Duende – Having a heightened state of emotion, expression and authenticity, often found in the artistry of flamenco
My childhood friends would not recognize me as an adult. Sure I look the same, minus a few wrinkles and a few extra pounds, but the spirit inside of me has emerged like an eagle in flight over the New Mexico Sandia Mountains. As a child I was quiet and insecure, and I preferred standing in the shadows where I could avoid being seen. I had learned at an early age that if I could go unnoticed, I could also avoid the relentless teasing and bullying that I had experienced from my brothers and classmates.
However, even though my introverted temperament preferred to be unseen, the spirit inside of me was a fireball. Internally, I had strong opinions about everything. I challenged authority, and I was fiercely independent, tenacious, and strong-willed. Though I never vocalized it, even as a young girl I believed women should be as empowered as men. Because of this belief, I was often bewildered at my own mother’s lack of voice within our family home. My strong and introverted mother found alternative opportunities to express her voice outside our home—in her church and at her work. I grew to be like my mother: what she and I revealed to the outside world often did not match the strength, passion, and independence of our spirits.
As I reflect on the many things that have contributed to the eventual external expression of my voice, dancing flamenco is at the top of the list. I first started dancing flamenco in my early forties, when my oldest son Francisco was leaving for college. At the time, I determined that I needed to return to some of my creative interests that had remained dormant while I was busy raising children. As a young teenager, I would watch Maria Benitez, a well-known flamenco dancer from Spain, dance flamenco at the Santa Fe Lodge. I had always hoped to learn flamenco some day. When I set foot in that dance studio, that day finally arrived.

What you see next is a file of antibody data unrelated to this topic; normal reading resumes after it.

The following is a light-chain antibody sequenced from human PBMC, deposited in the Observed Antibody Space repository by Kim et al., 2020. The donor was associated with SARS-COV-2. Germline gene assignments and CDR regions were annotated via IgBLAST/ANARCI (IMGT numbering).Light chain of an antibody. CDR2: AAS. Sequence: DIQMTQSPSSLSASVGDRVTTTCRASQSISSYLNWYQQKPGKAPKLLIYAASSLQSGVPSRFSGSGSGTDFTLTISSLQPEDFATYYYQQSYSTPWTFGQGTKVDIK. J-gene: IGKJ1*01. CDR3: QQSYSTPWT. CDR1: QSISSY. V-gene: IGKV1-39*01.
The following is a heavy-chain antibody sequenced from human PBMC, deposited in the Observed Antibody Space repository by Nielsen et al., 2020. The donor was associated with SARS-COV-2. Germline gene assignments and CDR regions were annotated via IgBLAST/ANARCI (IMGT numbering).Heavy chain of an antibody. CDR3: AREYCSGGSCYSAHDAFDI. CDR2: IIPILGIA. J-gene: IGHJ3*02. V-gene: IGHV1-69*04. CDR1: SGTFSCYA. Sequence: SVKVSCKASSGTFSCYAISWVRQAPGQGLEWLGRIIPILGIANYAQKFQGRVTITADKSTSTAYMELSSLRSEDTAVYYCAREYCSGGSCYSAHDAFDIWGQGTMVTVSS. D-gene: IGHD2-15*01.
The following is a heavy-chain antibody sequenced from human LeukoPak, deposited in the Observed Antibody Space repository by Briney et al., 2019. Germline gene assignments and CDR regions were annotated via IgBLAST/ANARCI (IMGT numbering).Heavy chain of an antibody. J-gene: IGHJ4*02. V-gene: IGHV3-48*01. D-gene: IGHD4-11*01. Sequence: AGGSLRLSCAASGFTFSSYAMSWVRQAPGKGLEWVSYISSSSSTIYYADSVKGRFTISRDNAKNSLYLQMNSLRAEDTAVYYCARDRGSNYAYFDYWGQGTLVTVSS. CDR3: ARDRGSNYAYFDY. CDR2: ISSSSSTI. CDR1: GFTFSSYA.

I was immediately obsessed with the art of flamenco and began taking classes three to four days a week. I spent hours on YouTube watching flamenco, trying to decipher the anatomy of the bolero body, the percussion of the feet and the duende (attitude and spirit) of the flamenco dancers. I was determined to learn the art and attitude of flamenco.
Little did I know that learning flamenco would challenge more than my bodily coordination. It would challenge me to reveal myself to others in ways I had been resisting for years. Dancing flamenco forced me to challenge the internal voices that were holding me back from dancing and finally deal with my life-long avoidance of the limelight, which had protected me from being criticized and teased.
Here is what I eventually discovered. I could learn all of the flamenco steps, all of the arm movements, and all of the percussive elements of the music. However, I would never truly become a flamenco dancer until I also learned the following:
- I had to learn how to dance by myself in front of my peers and challenge my internal voice that told me “I am a terrible dancer” and “Everybody is quietly making fun of me right now.”
- I had to learn to dance in front of an audience and to be willing to fail in order to succeed.
- I had to turn down the volume on my “Voice of Perfectionism” and invite the “Voice of Good-Enough.”
- I had to listen to what my body was telling me, that it needed to be free and less constrained.
- I had to turn up the volume on my fiery, strong, and independent spirit to reveal the duende that was dormant inside me for far too long.
I believed I was just signing up to take a few flamenco lessons, and instead I was signing up for a “find your voice” experience as well. Learning to dance was not only a creative endeavor, but also an opportunity to express the duende that was a part of me, which had been hidden for too long. As I continued to learn flamenco and work through the hidden lessons I found through this creative endeavor, I also continued to find my voice.
Dear friends, there are many ways to find your voice. Pursuing creative opportunities can be a powerful method to help you discover what might be keeping you from turning up the volume on your voice and creating a deeper understanding of how your narrative influences your voice.
I encourage you to seek creative opportunities which could support your intention to finding your voice!
If you have found this post helpful or insightful, please share it with the women in you life.
- Has a creative activity helped you find your voice? If so, how?
- Is there a discrepancy between who you are on the inside and who you reveal to the outside world?
- Which of your voices would you need to listen to or turn the volume down on if you pursued a creative outlet?
- Do you think play can be a spiritual discipline?
I look forward to your thoughts, comments, and dialogue!